One of the most important facts you need to know is that the human brain is nearly 60 percent fat - this helps to understand why some fats are so important and called essential fatty acids - aka omega 3, 6 and 9. The other crucial fact (and relates to your little ones) is that brain growth is more or less completed by 5-6 years old so an intake of good quality lipids (fats) pre-and post-birth is essential to keep the brains of our little cherubs healthy.
What is fat and why is it important for mother and child?
Fat is a rich source of energy and is made up of building blocks called fatty acids and these are classified as saturated, monounsaturated or polyunsaturated depending on their chemical structure. Some of these are an essential component of the diet but others can be detrimental to our health if too much is consumed. Of these, the ones you should be consuming less of are the saturated ones, found in full fat milk, cheese, fatty meets etc.…Too much saturated fat can increase the amount of cholesterol in our blood, which increases the risk of heart disease and stroke. The ones to increase consumptions of are the mono and polyunsaturated ones. All these “good” fatty acids are also known as omega 3, 6 and 9.
We've learned in recent years that fatty acids are among the most crucial molecules that determine your brain's integrity and ability to perform. Essential fatty acids (EFAs) are required for maintenance of optimal health but they can’t be synthesized by the body and must be obtained from dietary sources. Clinical observation studies have related imbalance dietary intake of fatty acids to impaired brain performance and diseases. The EFAs, particularly the omega-3 fatty acids, are important for brain development during both the foetal and postnatal period. Dietary decosahexaenoic acid (DHA) is needed for the optimum functional maturation of the retina and visual cortex, with visual acuity and mental development seemingly improved by extra DHA. Beyond their important role in building the brain structure, EFAs, as messengers, are involved in the synthesis and functions of brain neurotransmitters, and in the molecules of the immune system.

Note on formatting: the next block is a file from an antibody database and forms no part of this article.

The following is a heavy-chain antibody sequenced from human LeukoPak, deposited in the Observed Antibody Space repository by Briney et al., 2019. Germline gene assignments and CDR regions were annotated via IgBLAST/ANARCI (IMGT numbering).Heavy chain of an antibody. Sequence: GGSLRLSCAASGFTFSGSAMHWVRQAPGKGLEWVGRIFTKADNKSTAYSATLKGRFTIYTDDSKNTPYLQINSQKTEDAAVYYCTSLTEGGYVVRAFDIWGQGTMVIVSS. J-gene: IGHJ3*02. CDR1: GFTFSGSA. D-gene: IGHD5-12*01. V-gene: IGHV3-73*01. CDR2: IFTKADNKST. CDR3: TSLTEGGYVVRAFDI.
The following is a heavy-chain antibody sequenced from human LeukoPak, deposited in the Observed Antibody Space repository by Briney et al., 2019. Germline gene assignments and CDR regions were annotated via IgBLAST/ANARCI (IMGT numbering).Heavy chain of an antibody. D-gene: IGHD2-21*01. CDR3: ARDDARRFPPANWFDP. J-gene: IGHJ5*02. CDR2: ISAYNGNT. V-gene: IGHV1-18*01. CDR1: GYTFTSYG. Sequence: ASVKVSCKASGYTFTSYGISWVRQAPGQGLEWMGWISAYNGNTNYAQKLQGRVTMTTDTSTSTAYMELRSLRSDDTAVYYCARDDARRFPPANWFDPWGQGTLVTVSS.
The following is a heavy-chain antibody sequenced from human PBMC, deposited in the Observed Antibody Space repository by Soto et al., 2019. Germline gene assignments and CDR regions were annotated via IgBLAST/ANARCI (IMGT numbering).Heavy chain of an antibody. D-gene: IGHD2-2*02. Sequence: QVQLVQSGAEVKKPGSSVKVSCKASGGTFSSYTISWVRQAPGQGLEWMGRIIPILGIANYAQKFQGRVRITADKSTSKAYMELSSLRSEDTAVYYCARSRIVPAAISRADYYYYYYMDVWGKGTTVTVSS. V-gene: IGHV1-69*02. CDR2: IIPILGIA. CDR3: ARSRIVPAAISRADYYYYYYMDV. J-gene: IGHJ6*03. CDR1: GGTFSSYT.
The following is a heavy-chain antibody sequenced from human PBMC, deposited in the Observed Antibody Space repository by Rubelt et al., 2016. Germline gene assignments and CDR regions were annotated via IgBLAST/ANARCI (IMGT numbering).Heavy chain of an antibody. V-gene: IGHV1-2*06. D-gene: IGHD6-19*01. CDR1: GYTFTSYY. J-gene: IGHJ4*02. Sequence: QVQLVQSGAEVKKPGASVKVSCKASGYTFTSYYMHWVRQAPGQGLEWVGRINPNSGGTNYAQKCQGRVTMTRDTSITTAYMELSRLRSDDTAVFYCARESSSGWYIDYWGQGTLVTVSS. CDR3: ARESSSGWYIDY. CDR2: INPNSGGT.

Why are these lipids so important pre and post pregnancy for baby and mother?
As we have seen, DHA is required for neurological tissue – especially for the development and maintenance of the central nervous system and brain, including the growth of nerve cells and the myelin sheath that insulates the nerves. It is also required for vascular tissue (blood vessels) and for the development of the eye in the foetus and infants and for visual function throughout life. Countless scientific studies have been done on the roles of DHA in babies, infants and children. Here are some interesting findings from just a few of them:
- studies show us that children who were supplemented with DHA were less likely to experience colds and flu or the duration of incidences were shorter (meaning the children recovered faster).
- children with ADHD (attention deficit hyperactivity disorder) are often shown to have much lower levels of Omega 3 fatty acids.
The British Journal of Nutrition reported that low birth weight babies supplemented with a higher dose of DHA had significantly greater growth rate of their head than those babies supplemented with a normal dose of DHA. They went onto say that in their research experience, this head size growth is associated with increase in mental development.
A review published in Nature scientific journal reported two studies that showed neurodevelopment scores were better in babies whose mothers ate good levels of oily fish.
The Food Science & Nutrition journal published that “cognitive development among breast-fed full-term infants, or in full-term or preterm infants given supplemental DHA, is described as being superior to that in infants consuming formula diets that lack DHA”.
Researchers also found that infants born to mothers with higher blood levels of DHA at delivery had advanced levels of attention spans well into their second year of life. During the first six months of life, these infants were two months ahead of those babies whose mothers had lower DHA levels. what if the baby is premature? The best thing a mother can do is to breastfeed her infant (if possible) and take in plenty of DHA herself so that the baby receives it through her milk.
After the baby is born, the brain continues to grow very quickly. In the first year of life, it grows by another 175%, and in the second year of life, by another 18%. After age 2, changes and growth occur throughout childhood but the total size of the brain only increases by another 21%. This shows that keeping up DHA intake is particularly important for the infant in the first two years of life.